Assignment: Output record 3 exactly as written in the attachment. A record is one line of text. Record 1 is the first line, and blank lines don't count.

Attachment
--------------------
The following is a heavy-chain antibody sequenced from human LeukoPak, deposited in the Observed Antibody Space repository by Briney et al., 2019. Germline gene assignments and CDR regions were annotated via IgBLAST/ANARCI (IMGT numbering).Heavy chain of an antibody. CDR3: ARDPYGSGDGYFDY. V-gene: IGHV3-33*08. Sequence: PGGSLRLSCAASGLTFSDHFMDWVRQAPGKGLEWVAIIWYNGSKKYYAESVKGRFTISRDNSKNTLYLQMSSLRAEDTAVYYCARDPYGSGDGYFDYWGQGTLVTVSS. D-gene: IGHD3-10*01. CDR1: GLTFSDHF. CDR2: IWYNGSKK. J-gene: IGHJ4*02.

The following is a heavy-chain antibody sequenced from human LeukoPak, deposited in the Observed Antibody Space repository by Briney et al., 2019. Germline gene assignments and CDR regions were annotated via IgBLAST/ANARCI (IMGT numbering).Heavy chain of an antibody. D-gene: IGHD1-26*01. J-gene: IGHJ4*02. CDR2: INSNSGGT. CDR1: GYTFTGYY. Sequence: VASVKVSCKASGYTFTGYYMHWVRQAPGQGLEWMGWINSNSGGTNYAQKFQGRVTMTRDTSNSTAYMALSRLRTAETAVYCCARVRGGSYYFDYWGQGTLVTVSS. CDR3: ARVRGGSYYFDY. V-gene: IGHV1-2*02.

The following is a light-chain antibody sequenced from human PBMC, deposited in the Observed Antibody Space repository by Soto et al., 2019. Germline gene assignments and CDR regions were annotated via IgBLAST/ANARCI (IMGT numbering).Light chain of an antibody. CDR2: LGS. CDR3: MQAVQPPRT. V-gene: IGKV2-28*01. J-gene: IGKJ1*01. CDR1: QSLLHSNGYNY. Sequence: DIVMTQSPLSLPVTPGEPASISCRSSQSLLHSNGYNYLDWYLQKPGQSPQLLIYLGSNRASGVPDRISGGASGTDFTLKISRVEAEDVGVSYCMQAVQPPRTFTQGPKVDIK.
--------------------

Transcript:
The following is a light-chain antibody sequenced from human PBMC, deposited in the Observed Antibody Space repository by Soto et al., 2019. Germline gene assignments and CDR regions were annotated via IgBLAST/ANARCI (IMGT numbering).Light chain of an antibody. CDR2: LGS. CDR3: MQAVQPPRT. V-gene: IGKV2-28*01. J-gene: IGKJ1*01. CDR1: QSLLHSNGYNY. Sequence: DIVMTQSPLSLPVTPGEPASISCRSSQSLLHSNGYNYLDWYLQKPGQSPQLLIYLGSNRASGVPDRISGGASGTDFTLKISRVEAEDVGVSYCMQAVQPPRTFTQGPKVDIK.